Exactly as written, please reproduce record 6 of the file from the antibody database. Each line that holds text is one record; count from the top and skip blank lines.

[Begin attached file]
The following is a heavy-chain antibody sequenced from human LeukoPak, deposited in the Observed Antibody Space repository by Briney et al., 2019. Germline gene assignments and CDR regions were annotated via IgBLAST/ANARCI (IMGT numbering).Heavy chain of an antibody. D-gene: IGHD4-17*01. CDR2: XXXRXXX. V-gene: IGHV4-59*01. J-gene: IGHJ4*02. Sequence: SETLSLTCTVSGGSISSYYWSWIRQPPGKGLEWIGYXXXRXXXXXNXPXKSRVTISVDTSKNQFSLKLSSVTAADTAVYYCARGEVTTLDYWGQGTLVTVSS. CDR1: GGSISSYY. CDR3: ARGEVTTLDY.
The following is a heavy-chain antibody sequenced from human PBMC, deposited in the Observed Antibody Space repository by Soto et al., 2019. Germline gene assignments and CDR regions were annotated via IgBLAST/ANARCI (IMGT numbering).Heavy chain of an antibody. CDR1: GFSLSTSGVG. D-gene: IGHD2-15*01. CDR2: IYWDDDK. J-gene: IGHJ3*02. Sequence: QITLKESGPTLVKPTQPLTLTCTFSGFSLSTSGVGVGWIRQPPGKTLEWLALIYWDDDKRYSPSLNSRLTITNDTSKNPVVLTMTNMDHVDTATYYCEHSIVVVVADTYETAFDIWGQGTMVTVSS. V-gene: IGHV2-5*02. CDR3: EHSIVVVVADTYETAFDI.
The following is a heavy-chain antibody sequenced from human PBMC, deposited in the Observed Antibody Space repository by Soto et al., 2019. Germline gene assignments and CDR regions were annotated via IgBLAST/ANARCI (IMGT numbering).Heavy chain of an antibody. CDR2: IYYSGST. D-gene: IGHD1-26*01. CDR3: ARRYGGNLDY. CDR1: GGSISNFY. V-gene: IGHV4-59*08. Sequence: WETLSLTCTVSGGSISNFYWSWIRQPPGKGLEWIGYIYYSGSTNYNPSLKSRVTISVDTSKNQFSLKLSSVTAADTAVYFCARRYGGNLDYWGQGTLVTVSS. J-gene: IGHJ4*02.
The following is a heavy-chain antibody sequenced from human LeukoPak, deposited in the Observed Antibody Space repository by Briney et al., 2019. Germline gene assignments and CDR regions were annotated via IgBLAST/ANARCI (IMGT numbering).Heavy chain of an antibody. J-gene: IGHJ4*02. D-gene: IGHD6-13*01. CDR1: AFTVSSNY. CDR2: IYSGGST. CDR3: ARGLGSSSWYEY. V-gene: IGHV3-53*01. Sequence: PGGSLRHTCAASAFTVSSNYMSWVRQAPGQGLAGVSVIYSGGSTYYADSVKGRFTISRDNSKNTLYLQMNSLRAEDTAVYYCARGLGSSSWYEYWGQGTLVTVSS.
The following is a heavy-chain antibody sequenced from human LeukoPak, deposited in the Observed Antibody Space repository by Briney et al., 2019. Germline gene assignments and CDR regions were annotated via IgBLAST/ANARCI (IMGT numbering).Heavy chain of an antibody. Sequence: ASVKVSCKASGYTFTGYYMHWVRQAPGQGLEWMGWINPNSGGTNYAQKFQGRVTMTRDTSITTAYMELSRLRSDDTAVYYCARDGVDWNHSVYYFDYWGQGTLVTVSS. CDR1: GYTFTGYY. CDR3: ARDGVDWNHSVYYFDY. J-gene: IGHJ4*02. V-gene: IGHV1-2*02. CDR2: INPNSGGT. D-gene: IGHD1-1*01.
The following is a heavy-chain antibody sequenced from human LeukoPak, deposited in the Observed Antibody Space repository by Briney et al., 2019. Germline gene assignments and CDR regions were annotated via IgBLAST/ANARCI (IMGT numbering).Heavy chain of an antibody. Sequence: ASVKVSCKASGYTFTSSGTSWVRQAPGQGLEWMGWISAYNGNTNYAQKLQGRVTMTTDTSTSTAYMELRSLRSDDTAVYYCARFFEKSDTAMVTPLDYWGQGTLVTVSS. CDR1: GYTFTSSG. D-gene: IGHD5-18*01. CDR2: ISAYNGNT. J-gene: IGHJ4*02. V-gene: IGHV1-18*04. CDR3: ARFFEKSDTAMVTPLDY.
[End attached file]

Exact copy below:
The following is a heavy-chain antibody sequenced from human LeukoPak, deposited in the Observed Antibody Space repository by Briney et al., 2019. Germline gene assignments and CDR regions were annotated via IgBLAST/ANARCI (IMGT numbering).Heavy chain of an antibody. Sequence: ASVKVSCKASGYTFTSSGTSWVRQAPGQGLEWMGWISAYNGNTNYAQKLQGRVTMTTDTSTSTAYMELRSLRSDDTAVYYCARFFEKSDTAMVTPLDYWGQGTLVTVSS. CDR1: GYTFTSSG. D-gene: IGHD5-18*01. CDR2: ISAYNGNT. J-gene: IGHJ4*02. V-gene: IGHV1-18*04. CDR3: ARFFEKSDTAMVTPLDY.